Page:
Wayfinding in Design

For me, the thesis essay requirement at CMU was by far the most intimidating part of the grad school process coming in. A lot of it is just the word, "thesis." It conjures up images of 18th century academics mulling over ancient leather books and discussing Copernicus. A big part of overcoming that initial sense of awe was simply reading through past thesis essays. I spent a lot of time browsing through the stacks over at Baker library getting a feel for what a thesis really is, and also tacitly reassuring myself with the knowledge that every design grad before me had faced down this challenge and won.

Like my project, my thesis essay centers around the concept of wayfinding. Early on, my professor Dick Buchanan encouraged each of his advisees to break our main topics down into three discrete ideas for study. Here's how I approached it:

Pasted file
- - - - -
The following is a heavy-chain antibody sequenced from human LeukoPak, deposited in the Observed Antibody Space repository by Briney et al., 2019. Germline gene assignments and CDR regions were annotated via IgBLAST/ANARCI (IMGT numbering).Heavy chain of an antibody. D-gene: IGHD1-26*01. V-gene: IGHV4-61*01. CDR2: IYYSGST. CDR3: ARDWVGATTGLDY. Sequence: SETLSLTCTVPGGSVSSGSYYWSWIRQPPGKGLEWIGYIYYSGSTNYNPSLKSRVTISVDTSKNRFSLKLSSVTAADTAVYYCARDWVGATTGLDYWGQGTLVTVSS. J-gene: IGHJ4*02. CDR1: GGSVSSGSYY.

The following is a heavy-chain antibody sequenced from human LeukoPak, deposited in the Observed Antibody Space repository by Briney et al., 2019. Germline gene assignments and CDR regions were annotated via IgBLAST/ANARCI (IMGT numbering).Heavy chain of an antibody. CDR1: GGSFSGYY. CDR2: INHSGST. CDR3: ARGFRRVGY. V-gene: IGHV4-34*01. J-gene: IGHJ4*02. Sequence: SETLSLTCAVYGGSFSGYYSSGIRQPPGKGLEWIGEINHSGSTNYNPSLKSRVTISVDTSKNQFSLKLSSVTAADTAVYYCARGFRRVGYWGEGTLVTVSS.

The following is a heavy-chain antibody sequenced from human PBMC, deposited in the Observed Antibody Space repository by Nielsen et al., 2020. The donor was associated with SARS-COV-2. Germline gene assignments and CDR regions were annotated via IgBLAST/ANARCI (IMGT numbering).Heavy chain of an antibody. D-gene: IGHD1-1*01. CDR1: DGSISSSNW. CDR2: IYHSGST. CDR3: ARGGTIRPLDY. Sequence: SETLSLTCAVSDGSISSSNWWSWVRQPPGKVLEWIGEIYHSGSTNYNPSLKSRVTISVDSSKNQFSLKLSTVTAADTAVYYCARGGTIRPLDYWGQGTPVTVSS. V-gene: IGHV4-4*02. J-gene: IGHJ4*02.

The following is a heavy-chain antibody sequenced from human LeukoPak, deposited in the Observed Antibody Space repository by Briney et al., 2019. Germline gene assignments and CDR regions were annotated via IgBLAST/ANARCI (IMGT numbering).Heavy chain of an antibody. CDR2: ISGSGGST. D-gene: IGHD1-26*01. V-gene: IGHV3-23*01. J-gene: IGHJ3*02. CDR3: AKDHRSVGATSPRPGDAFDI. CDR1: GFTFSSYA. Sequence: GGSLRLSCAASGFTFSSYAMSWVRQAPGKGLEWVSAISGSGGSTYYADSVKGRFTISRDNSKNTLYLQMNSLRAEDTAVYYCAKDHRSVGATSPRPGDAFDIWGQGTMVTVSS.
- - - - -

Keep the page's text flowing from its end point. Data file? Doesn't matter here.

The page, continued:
In my thesis essay, I focus on three key aspects of wayfinding design: place, exploration and understanding. In traditional wayfinding practice, we understand a place by exploring it, by being there. I'm interested in how this occurs. How does an exploration of place lead to understanding? With this question in mind, I investigate the distinction between place and space, and between exploration and discovery. I also articulate four levels of understanding as they apply to human experience, and suggest ways in which place, exploration and understanding are interconnected. Ultimately, I explore the potential for wayfinding to stand as a metaphor for Design itself.

After two years, and much wailing and gnashing of teeth, here's the completed thesis. Wayfinding in Design [PDF 100K]

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